Wednesday, February 07, 2007

The Freedom to be Free

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"Fildelning" is Swedish for file sharing. It is a topic in the mass media in Sweden but it is a difficult one. The problem is that Sweden has a high density of broadband connection and 1.3 million Swedes have shared a file sometime in their lives....OH MY GOD! This is according to a recent article in Dagens Nyheter (Daily News) where they explain:

"File sharing is illegal foremost when one shares a file that someone else has the rights to"

Now this is debatable but I just want to look at my real life today and see how it contextualises this statement. Today I was sent a file via email from a gifted author living in Tasmania. Anyone can download his latest book, Before Country by going to his website. Presumably I can post a copy of the PDF text to anyone who wants it. We are sharing a file. Next I uploaded a file to FreeSound. A 20 second sample of didgeridoo that anyone can download and use under a Creative Commons licence. I own the rights to the sample but it is free to use when not for financial gain. We are again sharing a file. Finally I uploaded a video of a talk given by danah boyd in August last year at the University of North Carolina to Google Video. I did this because the talk is a brilliant introduction to social network media and should be widely available. It is already available as a bit torrent and a direct download from the web but it is so slow to download, even from my fairly fast connection. It is the property of ibiblio but it seems that the videos of their speaker series are free for all (although they are not very well kept with older links broken and pages mashed up). Now back to the world of policy and law.

The Swedish government is discussing allowing access to IP numbers by private interest organisations from the recording and film industries. This would allow them to track those that are hosting material, but I am not sure they could do the same for those downloading unless they entrapped those downloading by hosting material themselves. It could be a nightmare for the legalities of it all. At the same time as my recounting of my evil file sharing day today shows, in this technology there exists a potential for knowledge sharing that we have not yet had the opportunity to develop. By smothering it in its cradle we could be making a mistake that will change the course of our development as a society.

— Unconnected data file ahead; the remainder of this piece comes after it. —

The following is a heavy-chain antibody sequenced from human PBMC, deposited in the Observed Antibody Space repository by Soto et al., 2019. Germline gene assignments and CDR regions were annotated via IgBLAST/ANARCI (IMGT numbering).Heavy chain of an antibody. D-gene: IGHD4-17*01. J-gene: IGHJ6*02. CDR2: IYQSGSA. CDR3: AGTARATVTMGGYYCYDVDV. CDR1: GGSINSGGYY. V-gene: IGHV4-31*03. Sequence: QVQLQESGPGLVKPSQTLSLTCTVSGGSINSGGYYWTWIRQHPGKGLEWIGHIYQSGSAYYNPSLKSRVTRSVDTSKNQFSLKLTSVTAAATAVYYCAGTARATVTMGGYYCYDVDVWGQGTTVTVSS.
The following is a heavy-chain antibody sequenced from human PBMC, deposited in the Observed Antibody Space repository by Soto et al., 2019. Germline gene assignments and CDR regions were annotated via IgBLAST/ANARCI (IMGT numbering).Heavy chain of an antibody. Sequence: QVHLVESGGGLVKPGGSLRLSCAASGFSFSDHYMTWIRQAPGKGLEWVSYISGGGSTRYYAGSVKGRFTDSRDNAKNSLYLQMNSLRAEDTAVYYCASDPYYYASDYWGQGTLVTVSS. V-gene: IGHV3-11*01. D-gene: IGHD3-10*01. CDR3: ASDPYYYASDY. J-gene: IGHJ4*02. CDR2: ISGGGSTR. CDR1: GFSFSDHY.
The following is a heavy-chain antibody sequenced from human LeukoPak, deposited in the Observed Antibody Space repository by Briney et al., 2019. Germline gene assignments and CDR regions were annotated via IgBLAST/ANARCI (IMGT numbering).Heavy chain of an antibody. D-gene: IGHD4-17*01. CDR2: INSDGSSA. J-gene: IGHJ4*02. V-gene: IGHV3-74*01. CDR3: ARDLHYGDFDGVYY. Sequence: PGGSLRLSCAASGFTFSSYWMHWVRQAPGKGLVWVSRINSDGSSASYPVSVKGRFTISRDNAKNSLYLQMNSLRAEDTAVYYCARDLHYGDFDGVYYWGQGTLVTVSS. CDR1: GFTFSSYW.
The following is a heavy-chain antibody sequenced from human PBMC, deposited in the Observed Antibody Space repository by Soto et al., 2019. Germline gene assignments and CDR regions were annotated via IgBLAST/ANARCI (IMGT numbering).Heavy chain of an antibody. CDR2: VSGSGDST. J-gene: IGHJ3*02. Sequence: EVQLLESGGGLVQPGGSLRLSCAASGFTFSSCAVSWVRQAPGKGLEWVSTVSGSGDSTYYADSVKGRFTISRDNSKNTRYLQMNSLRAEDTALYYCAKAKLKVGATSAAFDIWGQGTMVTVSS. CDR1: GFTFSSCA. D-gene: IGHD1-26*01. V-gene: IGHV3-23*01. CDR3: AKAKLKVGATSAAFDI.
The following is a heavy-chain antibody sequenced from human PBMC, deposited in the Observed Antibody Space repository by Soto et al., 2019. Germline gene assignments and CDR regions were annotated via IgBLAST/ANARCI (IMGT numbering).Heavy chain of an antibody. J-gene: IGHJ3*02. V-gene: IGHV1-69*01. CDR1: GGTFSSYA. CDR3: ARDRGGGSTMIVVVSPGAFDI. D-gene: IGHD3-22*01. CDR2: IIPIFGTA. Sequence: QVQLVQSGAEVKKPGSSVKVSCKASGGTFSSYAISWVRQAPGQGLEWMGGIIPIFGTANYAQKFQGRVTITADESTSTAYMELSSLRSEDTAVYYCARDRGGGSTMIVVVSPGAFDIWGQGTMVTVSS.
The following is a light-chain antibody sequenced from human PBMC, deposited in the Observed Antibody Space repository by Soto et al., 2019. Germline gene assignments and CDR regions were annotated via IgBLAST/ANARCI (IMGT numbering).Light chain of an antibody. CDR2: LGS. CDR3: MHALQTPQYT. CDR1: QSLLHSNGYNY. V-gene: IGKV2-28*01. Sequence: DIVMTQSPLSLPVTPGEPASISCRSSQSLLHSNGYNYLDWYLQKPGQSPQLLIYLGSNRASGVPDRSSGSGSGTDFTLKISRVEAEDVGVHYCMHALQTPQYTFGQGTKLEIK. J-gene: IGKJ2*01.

Thankfully other countries have thought about this. Canada, which is getting some terrible (and false) press in the USA at the moment as the center for lawless video cowboys who copy films by videoing them in the cinemas, is looking at copyright in a way somewhat removed from the European, the United States and Australian contexts. I present the Copyright Policy Branch:

"Copyright has typically been the concern of creators and a select group of industry players, government officials and academics. But with the globalization of the information society and the advent of digital technology, new issues are coming to light, and the number of people involved in the debate is increasing. The Government sponsors intellectual property studies to clarify its legislative and regulatory decisions."

In several texts I have read from the Copyright Policy Branch archive the rights of the consumers are considered to be equal to those of the copyright holders. This is in contrast to the Australian situation where an amendment to the Copyright Act has just come into effect. The amendment strictly follows the recommendations of the traditional publishing industry and even removes rights held by the academic sphere regarding fair use for research that have been held for decades.

I end with an often asked question regarding copyright which the attorney general of Australia, Phillip Ruddock, took the time to answer on his department website:

Q.Will I be able to share my music collection with a friend or family?
A. You will not be able to sell, loan or give away a copy you make to a friend, but a friend can listen to your music with you. You will be able to loan your copy to a family or household member.

Its nice that we are still able to listen to music together. And loaning a copy to family member is OK...but not to a friend.

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